The study does list the primary reasons why universities feel they are having a hard time producing qualified candidates at a proficient pace. Marketing can entail concepts ranging from psychology to data analytics and this is hard to pack in a four year degree. Focusing on those core concepts of marketing theory is beneficial but organizations may need to train them in specific skills to create competency. Many colleges can only introduce them to the main tools and concepts. Proficiency is left to the company. For now, there is no perfect solution.

Deeter-Schmulz, D. & Kennedy, K. (2011). A global perspective on the current state of sales education in college curriculum. Journal of personal selling & Sales Management, 31 (1).

Saturday, September 7, 2013

The Nature of Marketing and Marketing Management

At the center of all business is the concept of exchange. Just like when early American traders provided fish in exchange for imported supplies the process of exchanging a value-laden thing (i.e. product or service) for another value-laden thing (i.e. money) still continues on today. It is the process of exchanging something of value for something else of value. Each product or service represents a component of effort, often measured in terms of money, to determine the value of this exchange.  The goal of any company should be to sell additional products or services by ensuring the awareness of its perceived and tangible value to the customer. Marketing is all about the selling of value.

The American Marketing Association clarifies the value exchange of marketing management as “a set of processes for creating, communicating, and delivering value to customers and for managing customer relationships in ways that benefit the organization and its stakeholders” (2011). Marketing is a process of understanding the needs of one’s customers and offering products and services that fulfill the need of those customers. Firms that do well in managing such customer needs often generate higher sales and more shareholder value that allows the entity to find a sustainable position in the market.

To achieve their objectives companies often use a marketing concept. A marketing concept is a customer-oriented philosophy of how the business can achieve its objectives through the analysis and satisfaction of customer’s wants and needs (Finch, 2012). For example, understanding what customers want through polling and proper customer feedback allows companies to develop new products or improve upon existing products to maintain customer interest and value perceptions. It is a philosophy of how a company approaches the market.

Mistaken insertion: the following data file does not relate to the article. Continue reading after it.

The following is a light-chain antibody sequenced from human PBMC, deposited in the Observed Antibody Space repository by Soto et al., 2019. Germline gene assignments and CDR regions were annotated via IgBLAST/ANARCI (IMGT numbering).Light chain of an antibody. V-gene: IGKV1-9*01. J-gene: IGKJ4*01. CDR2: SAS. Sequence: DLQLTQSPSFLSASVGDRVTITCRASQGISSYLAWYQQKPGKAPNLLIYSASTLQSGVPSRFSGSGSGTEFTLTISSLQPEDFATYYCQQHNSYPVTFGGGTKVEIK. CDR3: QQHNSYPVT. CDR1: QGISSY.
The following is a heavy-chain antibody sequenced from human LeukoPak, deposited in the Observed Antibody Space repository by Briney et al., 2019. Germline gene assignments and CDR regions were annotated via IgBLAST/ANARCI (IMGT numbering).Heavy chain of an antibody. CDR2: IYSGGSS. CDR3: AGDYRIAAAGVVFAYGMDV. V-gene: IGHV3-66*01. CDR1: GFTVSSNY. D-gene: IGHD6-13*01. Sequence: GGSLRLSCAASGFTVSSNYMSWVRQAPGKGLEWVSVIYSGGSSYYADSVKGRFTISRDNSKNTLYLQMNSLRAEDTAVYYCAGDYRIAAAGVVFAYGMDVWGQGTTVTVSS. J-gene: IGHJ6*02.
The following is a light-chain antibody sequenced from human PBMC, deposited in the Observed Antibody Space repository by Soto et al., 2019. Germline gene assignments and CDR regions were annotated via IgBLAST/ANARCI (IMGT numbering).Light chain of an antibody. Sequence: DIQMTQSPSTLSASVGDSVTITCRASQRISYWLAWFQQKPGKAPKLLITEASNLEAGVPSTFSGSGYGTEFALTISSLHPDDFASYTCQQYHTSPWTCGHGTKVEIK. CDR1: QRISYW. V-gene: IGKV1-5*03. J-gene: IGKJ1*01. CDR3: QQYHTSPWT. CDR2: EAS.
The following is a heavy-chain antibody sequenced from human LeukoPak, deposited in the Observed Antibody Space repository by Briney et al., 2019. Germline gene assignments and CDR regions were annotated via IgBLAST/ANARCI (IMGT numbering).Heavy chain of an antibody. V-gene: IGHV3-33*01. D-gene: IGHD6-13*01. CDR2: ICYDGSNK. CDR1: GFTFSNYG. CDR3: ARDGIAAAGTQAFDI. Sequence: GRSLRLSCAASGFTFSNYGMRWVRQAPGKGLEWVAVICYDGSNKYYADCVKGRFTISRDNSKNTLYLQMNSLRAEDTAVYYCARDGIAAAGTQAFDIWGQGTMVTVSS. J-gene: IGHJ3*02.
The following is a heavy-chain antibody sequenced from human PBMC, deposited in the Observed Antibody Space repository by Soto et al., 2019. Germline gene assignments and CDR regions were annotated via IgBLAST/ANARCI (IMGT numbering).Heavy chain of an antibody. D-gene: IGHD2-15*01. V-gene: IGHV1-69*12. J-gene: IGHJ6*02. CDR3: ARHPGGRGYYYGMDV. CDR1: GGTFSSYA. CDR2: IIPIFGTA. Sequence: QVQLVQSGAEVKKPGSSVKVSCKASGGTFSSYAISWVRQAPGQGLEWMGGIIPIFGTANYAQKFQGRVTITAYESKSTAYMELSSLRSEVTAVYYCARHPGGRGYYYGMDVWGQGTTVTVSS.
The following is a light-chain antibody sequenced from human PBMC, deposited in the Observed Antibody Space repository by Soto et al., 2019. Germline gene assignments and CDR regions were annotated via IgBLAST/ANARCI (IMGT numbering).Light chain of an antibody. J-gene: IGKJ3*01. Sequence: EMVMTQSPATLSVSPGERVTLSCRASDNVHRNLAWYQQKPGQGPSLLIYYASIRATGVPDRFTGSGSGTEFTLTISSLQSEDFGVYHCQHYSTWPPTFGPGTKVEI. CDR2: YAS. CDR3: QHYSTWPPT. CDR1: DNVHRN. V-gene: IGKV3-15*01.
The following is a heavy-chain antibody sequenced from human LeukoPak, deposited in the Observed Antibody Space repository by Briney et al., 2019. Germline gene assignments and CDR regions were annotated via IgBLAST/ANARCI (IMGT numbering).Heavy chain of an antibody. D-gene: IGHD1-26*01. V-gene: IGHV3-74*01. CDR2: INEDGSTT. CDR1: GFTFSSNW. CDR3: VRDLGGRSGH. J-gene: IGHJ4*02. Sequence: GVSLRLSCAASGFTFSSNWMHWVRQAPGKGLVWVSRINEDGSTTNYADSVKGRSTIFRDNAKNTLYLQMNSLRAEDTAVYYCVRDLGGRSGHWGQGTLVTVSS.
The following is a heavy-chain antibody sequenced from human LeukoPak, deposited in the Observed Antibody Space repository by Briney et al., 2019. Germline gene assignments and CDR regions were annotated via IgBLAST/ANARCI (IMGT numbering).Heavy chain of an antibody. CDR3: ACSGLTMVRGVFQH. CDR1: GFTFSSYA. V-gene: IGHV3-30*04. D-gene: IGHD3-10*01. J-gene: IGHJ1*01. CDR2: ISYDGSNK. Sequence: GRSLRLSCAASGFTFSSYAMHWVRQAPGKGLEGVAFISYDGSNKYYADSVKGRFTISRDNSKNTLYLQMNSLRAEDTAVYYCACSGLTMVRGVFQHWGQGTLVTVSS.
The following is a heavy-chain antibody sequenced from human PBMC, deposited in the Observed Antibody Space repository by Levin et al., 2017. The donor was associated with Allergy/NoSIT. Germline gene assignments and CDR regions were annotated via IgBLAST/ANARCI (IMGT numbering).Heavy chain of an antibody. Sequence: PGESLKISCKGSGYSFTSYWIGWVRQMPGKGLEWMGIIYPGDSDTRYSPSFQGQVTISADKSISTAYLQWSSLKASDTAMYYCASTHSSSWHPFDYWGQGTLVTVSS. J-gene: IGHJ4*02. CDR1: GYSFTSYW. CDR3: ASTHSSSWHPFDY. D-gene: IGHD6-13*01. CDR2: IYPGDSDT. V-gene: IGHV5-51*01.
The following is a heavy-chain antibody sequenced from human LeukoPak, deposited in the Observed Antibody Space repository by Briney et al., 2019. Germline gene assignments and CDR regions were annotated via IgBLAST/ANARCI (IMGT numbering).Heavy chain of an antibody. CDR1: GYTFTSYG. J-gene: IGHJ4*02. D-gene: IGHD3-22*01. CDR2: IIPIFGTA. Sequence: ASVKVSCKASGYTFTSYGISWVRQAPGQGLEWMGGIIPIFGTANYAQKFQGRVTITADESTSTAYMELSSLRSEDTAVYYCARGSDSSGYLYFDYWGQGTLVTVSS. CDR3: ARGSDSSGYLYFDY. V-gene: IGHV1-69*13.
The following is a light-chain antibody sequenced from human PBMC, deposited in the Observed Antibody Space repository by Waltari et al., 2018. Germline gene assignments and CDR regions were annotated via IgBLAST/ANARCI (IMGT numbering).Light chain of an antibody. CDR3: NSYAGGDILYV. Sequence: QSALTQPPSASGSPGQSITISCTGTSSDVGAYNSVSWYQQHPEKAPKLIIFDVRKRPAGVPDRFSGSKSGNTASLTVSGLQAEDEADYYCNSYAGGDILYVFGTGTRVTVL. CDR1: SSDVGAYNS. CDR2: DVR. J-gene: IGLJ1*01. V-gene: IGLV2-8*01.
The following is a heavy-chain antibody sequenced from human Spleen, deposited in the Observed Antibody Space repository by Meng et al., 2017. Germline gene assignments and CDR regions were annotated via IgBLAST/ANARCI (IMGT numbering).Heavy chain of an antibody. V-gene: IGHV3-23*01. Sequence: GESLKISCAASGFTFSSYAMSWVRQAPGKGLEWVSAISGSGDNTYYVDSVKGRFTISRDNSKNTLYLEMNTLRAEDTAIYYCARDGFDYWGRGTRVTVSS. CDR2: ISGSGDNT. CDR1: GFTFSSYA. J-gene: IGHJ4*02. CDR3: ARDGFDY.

To effectively manage marketing it is often necessary to understand both the market and the unique segments of that market. The market is any potential purchaser of products and services as represented through the economic value chain. In other words, anyone who purchases a product or service through commercial activity is part of the market. Within this wider market are market segments that are made up of prospective and current customers who would be naturally responsive to the company’s offerings. Segments can be separated into groups based on wants, needs, behaviors, locality, currency, nation, or any other differentiation.

A marketing mix helps a firm understand and relate to their target market. The marketing mix uses a variety of methods that follow the 4 P’s of marketing that include price, product, promotion, and place. As each demographic has their own unique interests and needs the marketing mix is often specifically designed to reach these audiences through the four conceptual vantage points.

In order to gauge the effectiveness of the marketing mix firms often use financial metrics (Mintz, et. al. 2013). These metrics create benchmarks of performance and response rates to determine the most effective use of financial resources in drawing in business. For example, the use of promotions along with text solicitations will have one response rate while newspaper advertising will have another.

Most companies have an entire department that work exclusively on marketing. Within those departments, firms often opt to either retain in-house certain skills or contract out certain skills in order to maintain their sales profitability. Depending on the size of the firm the use of graphic designers, programmers, artists, writers, psychologists, researchers, social media specialists, database managers, marketing representatives, community outreach specialists and a whole host of other talent may be used in the marketing process.  

American Marketing Association. (2011). Retrieved from http://www.marketingpower .com/_layouts/Dictionary.aspx

Finch, J. (2012). Managerial marketing. San Diego, CA: Bridgepoint Education, Inc.

Mintz, et. al. (2011). What drives managerial use of marketing and financial metrics and does metric use affect performance of marketing-mix activities? Journal of Marketing, 77 (2).